In the nine-year period between 2008 and 2016, the Strategic Fund’s annual returns were below most of the moderate-risk, target mutual funds Morningstar identified, according to the lawsuit. In 2010, the Strategic Fund performed worse than 85% of the hundreds of moderate risk target mutual funds available on the market. The Strategic Fund also performed worse than 81%, 53%, 69%, and 78% of moderate risk target mutual funds in 2011, 2013, 2014, and 2016, respectively. Morningstar’s total number of identified comparators ranged between 431 and 727 mutual funds.
The RSP Equity Fund suffered from chronic underperformance relative to its benchmark and other readily available alternatives dating back to January 2009, according to the complaint. In the eight-year period between 2009 and 2016, the RSP Equity Fund’s annual returns were below the benchmark in every year but 2009, 2012, and 2013. The underperformance was significant in 2010, 2011, and 2015, when the RSP Equity Fund underperformed relative to most of the comparable large cap mutual funds Morningstar identified. In 2010, the RSP Equity Fund performed worse than 87% of the hundreds of large cap mutual funds available on the market. In 2011, 2015, and 2016, the RSP Equity Fund ranked in the bottom half of large cap mutual funds. Morningstar’s total number of identified comparators exceeded 1,000 mutual funds.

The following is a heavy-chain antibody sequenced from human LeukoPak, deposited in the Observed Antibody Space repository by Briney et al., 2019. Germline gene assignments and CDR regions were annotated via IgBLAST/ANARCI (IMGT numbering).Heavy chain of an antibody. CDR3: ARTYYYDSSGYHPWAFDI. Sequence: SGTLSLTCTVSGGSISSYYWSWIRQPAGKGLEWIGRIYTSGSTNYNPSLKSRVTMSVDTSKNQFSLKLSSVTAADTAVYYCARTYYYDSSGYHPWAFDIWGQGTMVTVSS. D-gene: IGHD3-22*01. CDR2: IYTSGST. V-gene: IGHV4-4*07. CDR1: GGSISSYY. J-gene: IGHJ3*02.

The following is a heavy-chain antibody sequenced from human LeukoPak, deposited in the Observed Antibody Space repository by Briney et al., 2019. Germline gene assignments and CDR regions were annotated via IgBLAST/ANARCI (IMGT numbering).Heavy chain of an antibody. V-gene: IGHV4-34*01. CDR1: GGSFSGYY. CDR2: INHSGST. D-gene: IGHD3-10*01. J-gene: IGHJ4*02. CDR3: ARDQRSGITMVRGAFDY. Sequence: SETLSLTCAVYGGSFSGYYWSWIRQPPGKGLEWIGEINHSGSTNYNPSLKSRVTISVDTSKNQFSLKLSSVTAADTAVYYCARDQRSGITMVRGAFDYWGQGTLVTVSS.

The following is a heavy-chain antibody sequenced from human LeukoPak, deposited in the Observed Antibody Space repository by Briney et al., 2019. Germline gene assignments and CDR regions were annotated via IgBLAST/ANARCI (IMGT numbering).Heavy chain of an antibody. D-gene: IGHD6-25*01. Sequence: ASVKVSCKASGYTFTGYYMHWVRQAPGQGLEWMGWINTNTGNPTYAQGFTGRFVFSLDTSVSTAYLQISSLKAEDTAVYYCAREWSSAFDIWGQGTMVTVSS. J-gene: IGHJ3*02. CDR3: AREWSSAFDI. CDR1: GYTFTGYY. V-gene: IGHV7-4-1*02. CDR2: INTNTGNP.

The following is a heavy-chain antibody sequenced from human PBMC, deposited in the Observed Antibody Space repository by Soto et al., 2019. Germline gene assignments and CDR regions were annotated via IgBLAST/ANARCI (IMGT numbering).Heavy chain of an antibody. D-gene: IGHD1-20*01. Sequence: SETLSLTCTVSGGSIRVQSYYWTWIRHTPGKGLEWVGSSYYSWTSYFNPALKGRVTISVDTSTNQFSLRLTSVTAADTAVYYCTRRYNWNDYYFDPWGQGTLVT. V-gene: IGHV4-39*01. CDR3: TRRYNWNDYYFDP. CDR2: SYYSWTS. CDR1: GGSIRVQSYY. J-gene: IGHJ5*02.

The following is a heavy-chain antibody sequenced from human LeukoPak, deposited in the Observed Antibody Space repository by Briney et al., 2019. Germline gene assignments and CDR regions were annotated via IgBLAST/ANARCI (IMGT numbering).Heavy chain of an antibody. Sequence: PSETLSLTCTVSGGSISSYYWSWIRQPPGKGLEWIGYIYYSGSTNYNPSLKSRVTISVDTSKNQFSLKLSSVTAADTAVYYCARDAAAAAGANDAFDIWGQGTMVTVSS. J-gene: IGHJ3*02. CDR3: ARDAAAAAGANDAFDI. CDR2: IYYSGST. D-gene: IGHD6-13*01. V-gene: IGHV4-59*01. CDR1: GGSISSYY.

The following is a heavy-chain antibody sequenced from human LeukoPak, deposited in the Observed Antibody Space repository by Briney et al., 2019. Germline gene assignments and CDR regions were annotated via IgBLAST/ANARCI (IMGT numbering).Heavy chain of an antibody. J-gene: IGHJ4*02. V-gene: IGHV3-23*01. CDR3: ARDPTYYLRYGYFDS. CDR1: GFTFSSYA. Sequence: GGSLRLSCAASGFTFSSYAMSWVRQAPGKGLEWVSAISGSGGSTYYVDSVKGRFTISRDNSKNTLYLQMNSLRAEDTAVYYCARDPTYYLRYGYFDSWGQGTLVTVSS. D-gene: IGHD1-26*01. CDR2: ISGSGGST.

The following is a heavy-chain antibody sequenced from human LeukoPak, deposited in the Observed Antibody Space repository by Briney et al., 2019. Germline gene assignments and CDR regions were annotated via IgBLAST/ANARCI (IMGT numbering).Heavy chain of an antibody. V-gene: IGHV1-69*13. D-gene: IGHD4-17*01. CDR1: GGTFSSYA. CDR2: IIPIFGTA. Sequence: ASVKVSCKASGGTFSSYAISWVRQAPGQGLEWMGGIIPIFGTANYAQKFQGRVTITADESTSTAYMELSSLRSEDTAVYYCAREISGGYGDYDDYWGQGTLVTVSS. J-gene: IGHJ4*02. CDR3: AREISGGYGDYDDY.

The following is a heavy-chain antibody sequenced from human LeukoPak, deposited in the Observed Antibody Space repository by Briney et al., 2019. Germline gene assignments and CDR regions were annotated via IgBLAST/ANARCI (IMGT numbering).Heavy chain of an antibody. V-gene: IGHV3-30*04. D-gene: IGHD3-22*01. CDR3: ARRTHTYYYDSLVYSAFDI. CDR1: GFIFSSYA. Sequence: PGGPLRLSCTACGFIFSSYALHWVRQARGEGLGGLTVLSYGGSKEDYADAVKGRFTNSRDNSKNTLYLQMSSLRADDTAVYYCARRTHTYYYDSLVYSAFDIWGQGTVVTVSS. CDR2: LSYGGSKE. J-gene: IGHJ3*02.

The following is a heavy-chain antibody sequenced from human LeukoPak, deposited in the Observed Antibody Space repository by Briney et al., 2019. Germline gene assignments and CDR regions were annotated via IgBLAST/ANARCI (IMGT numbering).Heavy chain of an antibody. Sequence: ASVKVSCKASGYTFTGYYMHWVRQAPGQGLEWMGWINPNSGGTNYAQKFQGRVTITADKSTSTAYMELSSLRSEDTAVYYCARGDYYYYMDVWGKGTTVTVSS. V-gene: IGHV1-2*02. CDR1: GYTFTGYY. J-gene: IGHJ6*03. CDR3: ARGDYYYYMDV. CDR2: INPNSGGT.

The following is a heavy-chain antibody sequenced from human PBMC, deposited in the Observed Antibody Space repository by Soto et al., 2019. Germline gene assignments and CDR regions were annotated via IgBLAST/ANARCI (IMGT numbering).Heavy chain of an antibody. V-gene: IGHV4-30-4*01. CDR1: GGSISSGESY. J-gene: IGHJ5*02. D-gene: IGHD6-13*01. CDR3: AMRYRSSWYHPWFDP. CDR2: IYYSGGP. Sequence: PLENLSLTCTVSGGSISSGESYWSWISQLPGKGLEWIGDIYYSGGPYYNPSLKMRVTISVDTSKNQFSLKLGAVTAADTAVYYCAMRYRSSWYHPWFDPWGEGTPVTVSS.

The lawsuit says from 2008 through 2010, the RSP Income Fund underperformed its benchmark (i.e., the Bloomberg Barclays U.S. Aggregate Bond Index) by 3.65%. During the same three-year period, the RSP Income Fund also significantly underperformed relative to the comparable mutual funds of investment leaders (e.g., Vanguard, PIMCO, and BlackRock) in the fixed income asset class. The RSP Income Fund’s underperformance relative to comparable fixed income mutual funds continued until July 2016 when GE sold GEAM to State Street.
“Any reasonable, disinterested investor monitoring their investments would have viewed these funds as imprudent investments,” the complaint states. The participants allege that the International Fund, the Strategic Fund, RSP Equity Fund, and RSP Income Fund experienced net redemptions as potential new investors sought to avoid these funds and GE’s investment advisory services.
According to the lawsuit, the Small Cap Fund was the only GE proprietary fund that consistently outperformed its benchmark. However, in contrast to its practice with the GE Funds, GEAM did not actively manage the Small Cap Fund’s assets, but hired and negotiated a fee with multiple investment sub-advisers to manage the fund. The participants allege that GEAM collected an investment management fee from the Small Cap Fund’s performance and retained for itself the difference between the management fee it collected from the fund and the fee it agreed to pay its investment sub-advisers. “From this arrangement, GEAM—and thereby GE—collected millions of dollars in unreasonable and/or excessive fees for services that GE was ultimately responsible for performing as the plan’s administrator,” the complaint says.
The participants seek to remedy the defendants’ harm and unlawful conduct, prevent further mismanagement of the plan and obtain equitable and other relief as provided by ERISA.